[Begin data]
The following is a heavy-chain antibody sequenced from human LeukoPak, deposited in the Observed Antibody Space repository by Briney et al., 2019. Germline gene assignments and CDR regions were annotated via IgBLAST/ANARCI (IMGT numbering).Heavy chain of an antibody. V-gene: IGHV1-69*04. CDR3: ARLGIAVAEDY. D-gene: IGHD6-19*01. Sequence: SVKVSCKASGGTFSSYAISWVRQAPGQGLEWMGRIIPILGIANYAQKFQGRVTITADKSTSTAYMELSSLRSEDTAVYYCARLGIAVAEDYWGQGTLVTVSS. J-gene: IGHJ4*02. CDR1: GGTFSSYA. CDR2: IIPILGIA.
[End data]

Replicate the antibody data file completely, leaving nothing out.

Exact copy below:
The following is a heavy-chain antibody sequenced from human LeukoPak, deposited in the Observed Antibody Space repository by Briney et al., 2019. Germline gene assignments and CDR regions were annotated via IgBLAST/ANARCI (IMGT numbering).Heavy chain of an antibody. V-gene: IGHV1-69*04. CDR3: ARLGIAVAEDY. D-gene: IGHD6-19*01. Sequence: SVKVSCKASGGTFSSYAISWVRQAPGQGLEWMGRIIPILGIANYAQKFQGRVTITADKSTSTAYMELSSLRSEDTAVYYCARLGIAVAEDYWGQGTLVTVSS. J-gene: IGHJ4*02. CDR1: GGTFSSYA. CDR2: IIPILGIA.